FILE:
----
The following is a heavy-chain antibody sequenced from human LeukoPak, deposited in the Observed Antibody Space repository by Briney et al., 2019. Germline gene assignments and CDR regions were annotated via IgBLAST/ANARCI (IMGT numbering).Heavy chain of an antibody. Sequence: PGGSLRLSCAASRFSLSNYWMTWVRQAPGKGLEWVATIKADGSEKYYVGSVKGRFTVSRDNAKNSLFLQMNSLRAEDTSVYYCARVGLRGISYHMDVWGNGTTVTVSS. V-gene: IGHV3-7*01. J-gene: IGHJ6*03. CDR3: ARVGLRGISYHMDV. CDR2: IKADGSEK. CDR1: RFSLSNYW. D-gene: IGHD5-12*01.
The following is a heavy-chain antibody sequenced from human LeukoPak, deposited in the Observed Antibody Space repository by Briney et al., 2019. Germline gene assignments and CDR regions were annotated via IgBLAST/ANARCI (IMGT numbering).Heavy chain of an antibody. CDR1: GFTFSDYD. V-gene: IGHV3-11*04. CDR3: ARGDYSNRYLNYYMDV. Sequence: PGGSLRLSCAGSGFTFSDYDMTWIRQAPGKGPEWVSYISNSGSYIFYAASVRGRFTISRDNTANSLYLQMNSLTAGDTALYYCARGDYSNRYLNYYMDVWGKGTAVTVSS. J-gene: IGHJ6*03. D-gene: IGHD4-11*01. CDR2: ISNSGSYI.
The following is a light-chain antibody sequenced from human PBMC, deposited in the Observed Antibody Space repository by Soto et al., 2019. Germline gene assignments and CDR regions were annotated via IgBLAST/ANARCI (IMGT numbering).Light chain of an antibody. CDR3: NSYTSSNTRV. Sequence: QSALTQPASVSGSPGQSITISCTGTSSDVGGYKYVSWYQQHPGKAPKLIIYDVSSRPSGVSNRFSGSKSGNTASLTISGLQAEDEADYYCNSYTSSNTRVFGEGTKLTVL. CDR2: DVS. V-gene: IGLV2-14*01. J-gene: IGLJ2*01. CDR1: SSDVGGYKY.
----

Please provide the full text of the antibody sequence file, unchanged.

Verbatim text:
The following is a heavy-chain antibody sequenced from human LeukoPak, deposited in the Observed Antibody Space repository by Briney et al., 2019. Germline gene assignments and CDR regions were annotated via IgBLAST/ANARCI (IMGT numbering).Heavy chain of an antibody. Sequence: PGGSLRLSCAASRFSLSNYWMTWVRQAPGKGLEWVATIKADGSEKYYVGSVKGRFTVSRDNAKNSLFLQMNSLRAEDTSVYYCARVGLRGISYHMDVWGNGTTVTVSS. V-gene: IGHV3-7*01. J-gene: IGHJ6*03. CDR3: ARVGLRGISYHMDV. CDR2: IKADGSEK. CDR1: RFSLSNYW. D-gene: IGHD5-12*01.
The following is a heavy-chain antibody sequenced from human LeukoPak, deposited in the Observed Antibody Space repository by Briney et al., 2019. Germline gene assignments and CDR regions were annotated via IgBLAST/ANARCI (IMGT numbering).Heavy chain of an antibody. CDR1: GFTFSDYD. V-gene: IGHV3-11*04. CDR3: ARGDYSNRYLNYYMDV. Sequence: PGGSLRLSCAGSGFTFSDYDMTWIRQAPGKGPEWVSYISNSGSYIFYAASVRGRFTISRDNTANSLYLQMNSLTAGDTALYYCARGDYSNRYLNYYMDVWGKGTAVTVSS. J-gene: IGHJ6*03. D-gene: IGHD4-11*01. CDR2: ISNSGSYI.
The following is a light-chain antibody sequenced from human PBMC, deposited in the Observed Antibody Space repository by Soto et al., 2019. Germline gene assignments and CDR regions were annotated via IgBLAST/ANARCI (IMGT numbering).Light chain of an antibody. CDR3: NSYTSSNTRV. Sequence: QSALTQPASVSGSPGQSITISCTGTSSDVGGYKYVSWYQQHPGKAPKLIIYDVSSRPSGVSNRFSGSKSGNTASLTISGLQAEDEADYYCNSYTSSNTRVFGEGTKLTVL. CDR2: DVS. V-gene: IGLV2-14*01. J-gene: IGLJ2*01. CDR1: SSDVGGYKY.